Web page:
And yet we arrive in “Atlantis”, a place that is anything but dark and hopeless, maybe a little sad, detached, it’s a world that isn’t ours, you picture yourself in one of those hovering cruisers in “Blade Runner”, feeling empty and drained in a world that is too crowded, too cold and too imposing. Drones and horns in the mist are pulsating and calling, the “Wrath Of The Demon” lurks and we tumble and sway, it’s a dark day, a dark night, the dreams are heavy and rest is not in sight. The first five tracks lead us from beauty and yearning to dark and menacing dreams.

Some of them seem to tap into the uncertainty and ambiguity of what we are experiencing, synth waves and drones signifying a look at what is happening, the constant attempt of making sense of it all, with unnerving distorted sounds cutting into the process – “Sudden Life”. Again, thoughts and confessions, reflections, words for someone that isn’t there, that keeps being away, keeps fading. “I used to make up long speeches to you after you left” she says, “I used to talk to you all the time even though I was alone.” There is a “two of us” that exists in the mind, but we realize that if that’s all there is, if there is no reality to support it, things fade. “Everything stopped. You just disappeared” she concludes and the title of the song – “Disappeared But Not Forgotten” – sounds more like an increasingly distant memory than a loving recollection.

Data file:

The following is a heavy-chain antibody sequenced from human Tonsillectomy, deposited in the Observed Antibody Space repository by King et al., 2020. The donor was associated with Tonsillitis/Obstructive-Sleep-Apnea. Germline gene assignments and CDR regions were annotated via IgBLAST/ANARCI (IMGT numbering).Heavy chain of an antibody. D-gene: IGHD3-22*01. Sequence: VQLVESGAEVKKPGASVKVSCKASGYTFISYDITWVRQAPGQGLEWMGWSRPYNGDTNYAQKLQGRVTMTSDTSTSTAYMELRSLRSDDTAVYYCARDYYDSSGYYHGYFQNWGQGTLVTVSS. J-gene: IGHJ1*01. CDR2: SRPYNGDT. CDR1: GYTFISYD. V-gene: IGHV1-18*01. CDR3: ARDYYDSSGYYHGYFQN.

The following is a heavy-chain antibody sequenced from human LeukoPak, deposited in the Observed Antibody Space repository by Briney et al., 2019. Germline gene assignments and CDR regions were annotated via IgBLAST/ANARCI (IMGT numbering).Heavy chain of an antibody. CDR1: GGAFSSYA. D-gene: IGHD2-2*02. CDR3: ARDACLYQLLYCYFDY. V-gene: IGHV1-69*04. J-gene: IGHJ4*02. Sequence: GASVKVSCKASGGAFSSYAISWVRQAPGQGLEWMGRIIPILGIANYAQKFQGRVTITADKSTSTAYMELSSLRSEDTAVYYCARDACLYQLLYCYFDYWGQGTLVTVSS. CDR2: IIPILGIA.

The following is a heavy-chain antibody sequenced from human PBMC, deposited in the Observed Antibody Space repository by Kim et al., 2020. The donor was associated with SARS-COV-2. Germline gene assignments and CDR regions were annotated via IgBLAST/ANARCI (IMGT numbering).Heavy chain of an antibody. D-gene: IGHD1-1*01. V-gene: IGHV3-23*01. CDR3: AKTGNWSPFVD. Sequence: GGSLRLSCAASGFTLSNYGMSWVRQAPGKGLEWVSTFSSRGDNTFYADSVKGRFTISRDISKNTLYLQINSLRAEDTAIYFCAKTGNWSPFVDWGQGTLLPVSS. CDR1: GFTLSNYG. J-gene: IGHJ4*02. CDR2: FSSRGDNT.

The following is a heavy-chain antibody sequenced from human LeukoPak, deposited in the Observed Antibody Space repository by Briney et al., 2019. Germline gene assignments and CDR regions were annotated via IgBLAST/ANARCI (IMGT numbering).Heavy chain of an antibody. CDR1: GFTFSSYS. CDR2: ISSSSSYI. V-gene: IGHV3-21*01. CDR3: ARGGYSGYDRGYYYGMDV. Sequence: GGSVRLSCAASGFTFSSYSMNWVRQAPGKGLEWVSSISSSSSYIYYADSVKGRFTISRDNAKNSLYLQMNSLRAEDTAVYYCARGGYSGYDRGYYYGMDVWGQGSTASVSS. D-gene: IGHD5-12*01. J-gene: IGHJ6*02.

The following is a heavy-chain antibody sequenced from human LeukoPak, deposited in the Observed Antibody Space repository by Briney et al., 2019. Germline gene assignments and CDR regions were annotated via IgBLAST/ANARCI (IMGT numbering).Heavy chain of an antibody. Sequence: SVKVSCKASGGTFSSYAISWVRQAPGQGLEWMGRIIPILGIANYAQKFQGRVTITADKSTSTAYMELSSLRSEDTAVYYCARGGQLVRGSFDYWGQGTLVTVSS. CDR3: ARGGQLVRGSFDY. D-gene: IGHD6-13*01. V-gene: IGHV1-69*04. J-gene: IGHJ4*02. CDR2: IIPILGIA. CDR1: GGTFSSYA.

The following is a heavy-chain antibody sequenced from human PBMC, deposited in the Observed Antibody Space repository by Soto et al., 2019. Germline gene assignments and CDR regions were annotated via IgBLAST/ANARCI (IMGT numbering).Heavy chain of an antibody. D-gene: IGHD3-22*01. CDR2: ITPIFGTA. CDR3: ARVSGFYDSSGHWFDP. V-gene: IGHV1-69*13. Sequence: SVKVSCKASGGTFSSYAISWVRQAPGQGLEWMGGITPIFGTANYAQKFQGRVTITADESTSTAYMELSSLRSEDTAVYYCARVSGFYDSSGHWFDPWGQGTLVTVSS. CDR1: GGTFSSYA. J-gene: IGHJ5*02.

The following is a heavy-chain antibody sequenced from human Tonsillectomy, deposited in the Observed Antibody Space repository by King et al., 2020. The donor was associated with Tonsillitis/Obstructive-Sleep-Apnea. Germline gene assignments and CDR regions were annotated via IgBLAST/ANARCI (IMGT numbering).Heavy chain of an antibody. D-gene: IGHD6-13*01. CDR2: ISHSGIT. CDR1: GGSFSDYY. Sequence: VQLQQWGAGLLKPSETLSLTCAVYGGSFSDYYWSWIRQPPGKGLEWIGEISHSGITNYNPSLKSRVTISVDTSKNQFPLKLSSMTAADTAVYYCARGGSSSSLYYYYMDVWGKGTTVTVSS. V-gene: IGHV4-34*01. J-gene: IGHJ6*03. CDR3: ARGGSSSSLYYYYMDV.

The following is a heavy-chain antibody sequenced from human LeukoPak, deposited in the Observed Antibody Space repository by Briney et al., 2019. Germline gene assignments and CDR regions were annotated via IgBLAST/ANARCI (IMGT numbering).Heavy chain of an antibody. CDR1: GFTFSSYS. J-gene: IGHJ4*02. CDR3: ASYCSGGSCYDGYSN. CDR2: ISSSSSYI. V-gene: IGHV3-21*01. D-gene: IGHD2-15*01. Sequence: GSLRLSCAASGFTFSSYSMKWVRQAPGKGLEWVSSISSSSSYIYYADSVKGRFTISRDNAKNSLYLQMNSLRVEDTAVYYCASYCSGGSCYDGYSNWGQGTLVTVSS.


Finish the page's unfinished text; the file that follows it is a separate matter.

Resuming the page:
No, “Unfinished” is not an antidote to the bleak realities of a world in pandemic mode – it’s more like a survey or an inventory of the states of our minds. Even “Energy Reloading” doesn’t feel like a recharge on the weekend but rather a technical process, it’s not us reloading after yet another draining week, it’s some device charging, and it’s fancy fast loading technology. The full reload is leaving you exhausted at the same time.